July 30, 2012-
Private employment stock ownership plans (ESOPs) are thriving. That’s according to a study by a former advisor to the Simpson-Bowles bipartisan deficit reduction commission and a fellow at the American Enterprise Institute.
Economist Alex Brill, who conducted 2012 study, found that ESOPs as S corporations grew their jobs by 60 percent over this past decade. Of course, such a rate of growth is really an anomaly.
Other private-sector employment rolls have been stagnant.
“The unique strengths of employee ownership drove company gains and jobs in the past decade, while helping insulate S-ESOP businesses from the adverse effects of the recent recession,” wrote Mr. Brill in the study.
It’s entitled, “An Analysis of the Benefits S-ESOPs Provide to the U.S. Economy and Workforce.”
ESOPs are tax-exempt retirement plans that consist of company stock held on behalf of the company’s employees.
They are company-funded retirement plans that do not require any contribution from workers.
Congress first changed U.S. tax rules to allow S corporation businesses to be ESOP-owned in 1998. There are more than 11,000 ESOPs in the U.S.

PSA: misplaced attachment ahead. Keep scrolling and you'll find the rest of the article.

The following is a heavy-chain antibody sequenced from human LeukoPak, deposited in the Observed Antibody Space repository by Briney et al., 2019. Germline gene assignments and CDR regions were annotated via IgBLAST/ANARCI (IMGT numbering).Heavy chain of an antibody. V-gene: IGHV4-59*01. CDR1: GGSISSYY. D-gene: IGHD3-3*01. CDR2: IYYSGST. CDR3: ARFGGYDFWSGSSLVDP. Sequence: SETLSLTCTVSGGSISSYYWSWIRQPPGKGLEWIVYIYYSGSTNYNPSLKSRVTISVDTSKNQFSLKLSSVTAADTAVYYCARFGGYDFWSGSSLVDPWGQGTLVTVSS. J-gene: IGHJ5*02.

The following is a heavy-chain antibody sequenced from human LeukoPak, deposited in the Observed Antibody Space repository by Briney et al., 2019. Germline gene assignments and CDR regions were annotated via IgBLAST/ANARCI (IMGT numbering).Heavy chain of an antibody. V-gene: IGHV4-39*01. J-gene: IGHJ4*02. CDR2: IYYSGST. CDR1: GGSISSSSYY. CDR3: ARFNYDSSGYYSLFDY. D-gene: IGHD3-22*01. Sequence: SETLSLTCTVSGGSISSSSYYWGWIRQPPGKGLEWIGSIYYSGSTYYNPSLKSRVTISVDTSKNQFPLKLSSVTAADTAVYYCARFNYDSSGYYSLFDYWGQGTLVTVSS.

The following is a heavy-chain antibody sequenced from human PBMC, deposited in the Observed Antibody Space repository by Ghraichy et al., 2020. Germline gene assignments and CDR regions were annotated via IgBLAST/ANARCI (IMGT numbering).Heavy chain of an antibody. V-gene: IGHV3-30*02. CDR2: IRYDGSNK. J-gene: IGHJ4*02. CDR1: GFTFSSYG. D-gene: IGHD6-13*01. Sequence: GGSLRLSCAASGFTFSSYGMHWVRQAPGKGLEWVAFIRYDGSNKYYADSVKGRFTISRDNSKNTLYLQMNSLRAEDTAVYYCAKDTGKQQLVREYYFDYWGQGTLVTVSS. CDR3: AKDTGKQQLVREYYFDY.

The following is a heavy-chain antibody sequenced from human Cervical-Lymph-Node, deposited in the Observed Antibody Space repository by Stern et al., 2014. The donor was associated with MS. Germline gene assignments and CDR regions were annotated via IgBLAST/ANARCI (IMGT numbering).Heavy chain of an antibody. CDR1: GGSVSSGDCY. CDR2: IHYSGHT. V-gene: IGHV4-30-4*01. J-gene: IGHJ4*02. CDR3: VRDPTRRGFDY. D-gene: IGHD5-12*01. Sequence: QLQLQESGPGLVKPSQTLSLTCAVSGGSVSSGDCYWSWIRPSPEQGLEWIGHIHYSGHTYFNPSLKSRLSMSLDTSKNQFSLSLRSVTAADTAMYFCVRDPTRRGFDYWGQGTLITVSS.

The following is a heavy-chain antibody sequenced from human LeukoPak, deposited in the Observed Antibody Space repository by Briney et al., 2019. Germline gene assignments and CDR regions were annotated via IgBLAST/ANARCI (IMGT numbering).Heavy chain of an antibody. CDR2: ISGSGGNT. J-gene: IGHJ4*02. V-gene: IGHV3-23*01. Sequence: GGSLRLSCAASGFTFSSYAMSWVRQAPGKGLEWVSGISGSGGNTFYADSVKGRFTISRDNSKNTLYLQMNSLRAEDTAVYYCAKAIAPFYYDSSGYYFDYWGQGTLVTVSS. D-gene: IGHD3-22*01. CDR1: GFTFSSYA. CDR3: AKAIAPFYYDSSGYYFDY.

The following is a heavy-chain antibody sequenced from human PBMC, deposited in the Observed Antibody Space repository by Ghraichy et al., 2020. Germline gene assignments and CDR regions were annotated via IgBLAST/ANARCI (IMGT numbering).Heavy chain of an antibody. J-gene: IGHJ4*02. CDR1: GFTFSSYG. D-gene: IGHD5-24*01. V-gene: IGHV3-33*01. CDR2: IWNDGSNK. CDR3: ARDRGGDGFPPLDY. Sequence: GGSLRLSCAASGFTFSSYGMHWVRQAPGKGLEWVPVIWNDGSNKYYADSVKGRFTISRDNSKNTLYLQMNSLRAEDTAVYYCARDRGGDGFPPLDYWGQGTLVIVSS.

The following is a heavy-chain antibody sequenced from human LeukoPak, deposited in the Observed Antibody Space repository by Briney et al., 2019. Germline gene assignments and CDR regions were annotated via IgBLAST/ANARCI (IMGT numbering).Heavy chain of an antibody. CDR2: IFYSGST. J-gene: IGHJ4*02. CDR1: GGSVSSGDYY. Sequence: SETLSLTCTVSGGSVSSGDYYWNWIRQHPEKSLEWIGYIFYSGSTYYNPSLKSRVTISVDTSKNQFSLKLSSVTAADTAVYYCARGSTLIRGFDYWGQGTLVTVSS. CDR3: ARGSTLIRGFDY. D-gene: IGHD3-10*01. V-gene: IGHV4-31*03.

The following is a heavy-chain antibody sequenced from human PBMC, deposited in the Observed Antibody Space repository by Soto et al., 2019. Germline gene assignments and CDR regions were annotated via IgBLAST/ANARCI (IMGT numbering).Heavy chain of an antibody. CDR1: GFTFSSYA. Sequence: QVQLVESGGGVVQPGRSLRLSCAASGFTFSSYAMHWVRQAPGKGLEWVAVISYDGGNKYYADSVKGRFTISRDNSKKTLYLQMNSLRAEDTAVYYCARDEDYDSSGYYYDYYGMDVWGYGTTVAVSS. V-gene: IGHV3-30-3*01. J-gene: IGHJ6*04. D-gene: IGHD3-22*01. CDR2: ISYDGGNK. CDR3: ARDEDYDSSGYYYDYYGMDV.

Mr. Brill studied a decade’s worth of data from 56 ESOPs, and Labor Department figures from 2002 to 2009.
The study’s salient results:
- S-ESOP companies showed substantially more employment growth in the pre-2008 recession period than private businesses.
- S-ESOP companies regained momentum faster than other private firms after the recession.
- S-ESOP companies in the manufacturing sector particularly benefited from the S-ESOP business structure, which buffered manufacturers through especially challenging recent economic times.
It’s generally believed that ESOP workers are substantially more invested in the success of their workplaces. They know it will affect their own economic well-being.
A University of Pennsylvania study earlier showed that S-ESOP companies generate about $14 billion in retirement savings for their workers that otherwise wouldn’t have been possible.
If a company has a positive workplace culture, an ESOP is worth considering as a good exit strategy for a retiring business owner.
From the Coach’s Corner, one of the nation’s most publicized ESOPs, United Airlines (UAL), was an exception to the success of the other ESOP success stories.
UAL became an employee-owned public company, 55 percent of the shares, in 1994. Employees gave up some $700 million in wages and conceded some work rules. In exchange, the workers bought out the boss and stockholders.
But clearly since then, UAL has had a turbulent history. It’s been unprofitable with passenger-service issues and an unhappy workforce. In essence, UAL has taught us several lessons in strategic planning. (See Strategic Planning Lessons: Why United Airlines Was Forced to Merge with Continental.)
“If you mean to profit, learn to please.”